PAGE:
CSI: Miami--'Bloodlines'

By Kristine Huntley
Posted at April 18, 2007 - 2:19 AM GMT

See Also: 'Bloodline' Episode Guide


Horatio receives a frantic call from Anna Sivarro, a call girl who has woken up in a hotel room next to the dead body of the man she was entertaining, businessman Doug Lansing. Horatio sends Anna back to the lab with Natalia Boa Vista so that her bloody clothes can be processed while Alexx examines Doug, who was scalped by his killer. Anna recalls getting woozy and passing out, so the CSIs question Jesse Starks, the room service attendant who brought them food, but he denies any involvement. The tox report from both Anna and Doug's systems reveals both were drugged, and the blood pattern on Anna's shirt corroborates Anna's story that she was passed out when Doug was killed and his blood pooled. Delko is suspicious when he sees that Doug emptied the mini-bar of its contents, and he corners Ross Miller, the bellman who restocked the mini-bar. Delko discovers a hefty stash of cash in the trunk of Ross's car, and the man admits to lifting it out of the mini-bar, where he had caught Doug hiding it, when he entered the room and found Doug and Anna passed out. He denies killing Doug.

Natalia finds a pin on Doug's body that he got from Supervisor Scott O'Shay as a gift of thanks for a campaign contribution. O'Shay claims Doug was a friend and says he was giving a speech at the time of Doug's death. Tripp finds out there was more than friendship tying Doug and Supervisor O'Shay together when he learns that Doug and O'Shay are making money off of casinos on Native American reservations. Horatio realizes Anna has been moving the money for O'Shay and she admits she's been doing it for two years. She refuses to tell the CSI what O'Shay has on her until she discovers her house has been robbed and a book listing a deceased call girl's clients is missing. Thanks to a videographer, the CSIs are able to find the thief, Louis Sullivan, but he won't tell them who paid him to steal the book. Inside the book, the CSIs find the names of prominent Miami citizens, including O'Shay and a man named Karl Bennett, whom Horatio calls and learns is the father of Anna's three-year-old son. He confronts Anna and she admits to helping O'Shay so that he would send money to her son.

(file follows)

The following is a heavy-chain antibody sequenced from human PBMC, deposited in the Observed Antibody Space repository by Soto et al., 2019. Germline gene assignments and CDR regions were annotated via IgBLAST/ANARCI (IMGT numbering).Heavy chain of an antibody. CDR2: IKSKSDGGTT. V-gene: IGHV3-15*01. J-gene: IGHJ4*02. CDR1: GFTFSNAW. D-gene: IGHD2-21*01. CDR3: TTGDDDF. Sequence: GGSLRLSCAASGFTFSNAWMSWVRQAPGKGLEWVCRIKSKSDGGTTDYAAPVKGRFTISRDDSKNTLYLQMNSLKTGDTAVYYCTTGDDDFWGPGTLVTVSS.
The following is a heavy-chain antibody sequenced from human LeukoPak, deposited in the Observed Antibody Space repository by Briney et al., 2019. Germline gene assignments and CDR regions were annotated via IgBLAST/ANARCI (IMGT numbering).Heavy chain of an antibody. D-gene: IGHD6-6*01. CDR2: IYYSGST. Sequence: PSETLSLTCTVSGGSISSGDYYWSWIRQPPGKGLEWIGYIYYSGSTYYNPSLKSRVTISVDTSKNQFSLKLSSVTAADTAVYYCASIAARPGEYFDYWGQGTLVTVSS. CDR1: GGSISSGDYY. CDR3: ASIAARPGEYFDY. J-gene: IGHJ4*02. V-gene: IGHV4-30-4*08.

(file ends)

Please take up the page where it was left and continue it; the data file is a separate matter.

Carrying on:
The CSIs follow up on another name in the book, Reggie Veston, who runs the Kipayo Indian Casino, and question him and his wife in the death of Doug Lansing. Both deny involvement, and Horatio confronts O'Shay, who he thinks is blackmailing Reggie with the contents of Anna's book. O'Shay threatens to turn the pressure on Horatio's team. Calleigh and Delko go to Reggie's bungalow and find the man dead, stabbed in the face. A piece of confetti from the casino with traces of raspberry hairspray found on the body leads them to Mrs. Veston. She learned about her husband visiting a prostitute and stabbed her husband in a fit of rage. When Natalia tests the blood of everyone questioned in the Lansing case, she learns Jesse Stark is one-sixteenth Kipayo, making him eligible for part of the casino's profit--before Lansing interfered. Jesse admits he overheard a phone call Lansing made talking about who gets money from the casino and who doesn't, and when he returned to the room later and found the two passed out, he scalped Doug in a fit of rage. The case closed, Horatio tells Anna to stay away from O'Shay and not to let her life get away from her again.